"…she returns, and stands back again, pushing some scandalous detail into place, bringing into the light of day a memory drowned in shadow. (…) Is anyone imagining as he reads me, that I’m portraying myself? Have patience: this is merely my model." 


This is the captivating - really quite perfect - cover with gilt cloth of the book published by the New York: Limited Editions Club, 1983. The version with brown cover and photo of Colette is the most widely available edition, translated by Enid McLeod, and published by Farrar, Straus and Giroux, New York.

28 comments:

Jennifer said...

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Pretty cool, huh?

Jennifer said...

The genesis of any work is the writer’s experience, stored away like treasure, whether hurtful or happy.

Fantastic line. Love the cover of the book as well.

I'm ashamed to say I haven't read any Collette. I do need to make more time to read the classics, and it always seems I'm lagging behind.

Wonderful post, btw.

Bunched Undies said...

Wonderful review Deborah
It’s less a novel than a kaleidoscope of ideas and observations

Great line...I may borrow it ;)

Pétales de fées said...

I also love Colette! She was passionate about the gardens and animals and his pen is a very elegant! Good evening!

Stephanie M. Hasty said...

i friggin' love colette, she lived and was flawed and regretted nothing...and, would not know she existed if it wasn't for my french teacher friend...thanks for sharing about this book and about her! :)

RICHARD MOISAN said...

Merci, Deborah, de nous raviver le souvenir de Colette. C'était une grande écrivaine, mais aussi, c'est vrai, une femme hors du commun!
Bonne fin de journée!

Kenza said...

Une grande dame que j'admire pour la vie très riche et libre qu'elle a menée! A une époque ou elle a dû quand même publier ses premiers romans sous un autre nom...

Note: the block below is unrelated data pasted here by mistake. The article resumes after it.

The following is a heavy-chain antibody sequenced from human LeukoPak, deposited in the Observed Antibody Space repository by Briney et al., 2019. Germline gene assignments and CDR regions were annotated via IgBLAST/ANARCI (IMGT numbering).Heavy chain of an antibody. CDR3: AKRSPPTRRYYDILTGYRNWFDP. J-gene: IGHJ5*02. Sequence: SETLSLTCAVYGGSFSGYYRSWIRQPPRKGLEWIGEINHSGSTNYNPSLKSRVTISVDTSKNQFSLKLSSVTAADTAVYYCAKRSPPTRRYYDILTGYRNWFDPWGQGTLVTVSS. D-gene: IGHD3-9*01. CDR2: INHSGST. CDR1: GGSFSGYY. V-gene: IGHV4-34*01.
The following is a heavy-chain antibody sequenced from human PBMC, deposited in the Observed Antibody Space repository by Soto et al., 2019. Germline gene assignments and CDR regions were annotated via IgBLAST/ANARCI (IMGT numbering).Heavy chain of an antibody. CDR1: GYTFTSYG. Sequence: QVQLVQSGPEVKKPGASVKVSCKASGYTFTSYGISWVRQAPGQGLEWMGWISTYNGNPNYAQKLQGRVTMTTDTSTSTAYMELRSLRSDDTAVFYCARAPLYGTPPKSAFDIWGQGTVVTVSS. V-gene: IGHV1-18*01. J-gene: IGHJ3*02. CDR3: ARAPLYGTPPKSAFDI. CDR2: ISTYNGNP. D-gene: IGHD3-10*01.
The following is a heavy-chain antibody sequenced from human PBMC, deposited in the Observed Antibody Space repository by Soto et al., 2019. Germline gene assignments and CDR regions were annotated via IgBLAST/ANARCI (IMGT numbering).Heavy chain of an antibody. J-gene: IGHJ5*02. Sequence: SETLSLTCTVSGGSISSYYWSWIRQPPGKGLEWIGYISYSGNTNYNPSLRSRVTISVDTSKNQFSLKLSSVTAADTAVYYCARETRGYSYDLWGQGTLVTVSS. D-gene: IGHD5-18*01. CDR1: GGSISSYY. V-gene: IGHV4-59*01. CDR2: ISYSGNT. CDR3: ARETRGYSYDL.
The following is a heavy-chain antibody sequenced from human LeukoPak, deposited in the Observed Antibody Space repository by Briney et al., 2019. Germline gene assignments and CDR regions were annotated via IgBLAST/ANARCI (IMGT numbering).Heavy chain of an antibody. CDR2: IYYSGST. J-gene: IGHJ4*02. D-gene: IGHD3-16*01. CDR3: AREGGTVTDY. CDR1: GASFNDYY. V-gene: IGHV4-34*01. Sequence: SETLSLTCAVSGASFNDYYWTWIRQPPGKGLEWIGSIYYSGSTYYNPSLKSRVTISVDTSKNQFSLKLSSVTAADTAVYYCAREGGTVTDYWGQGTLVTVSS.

Je connais un peu le sud du Royaume-Uni. Dans quelle région habites-tu Déborah? J'aimerai bien te situer.
Très belle soirée et à très bientôt

PS: Je n'ai pas encore eu le temps de venir visiter ton univers, je reviens dès que possible.

versus said...

Colette aimait le bleu, comme la couverture superbe du livre que vous nous présentez, Deborah !
Elle venait aussi chez Marguerite Moréno dans le Lot, près de Touzac, dans une maison nommée " la source bleu ".
Charmant texte et souvenirs.

Marion Williams-Bennett said...

What a wonderfully written review of these books and a true celebration of Collette's life.

You are a beautiful writer with a beautiful blog! Looking forward to reading more.

Cheers!

Dianne said...

Bonjour Deborah - I have never read "Break of Day" must see if it's in our local Library. You have inspired me! xx

James Kiester said...

Wow, I hope I put as much of myself into my writing, as she put into hers.

Samantha Sotto-Yambao said...

Lovely and thoughtful review. I haven't read the book but you've nudged it closer to the top of my to-read pile. :)

mel u said...

I a few months ago acquired The Collected Stories of Collete-I have only read 3 or 4 of the stories but I really liked them a lot. I enjoyed your post a lot-I hope to read the full collected short stories this year

MuMuGB said...

I totally agree! Colette's Break of day is her Masterpiece (I didn't know the English translation before your post!).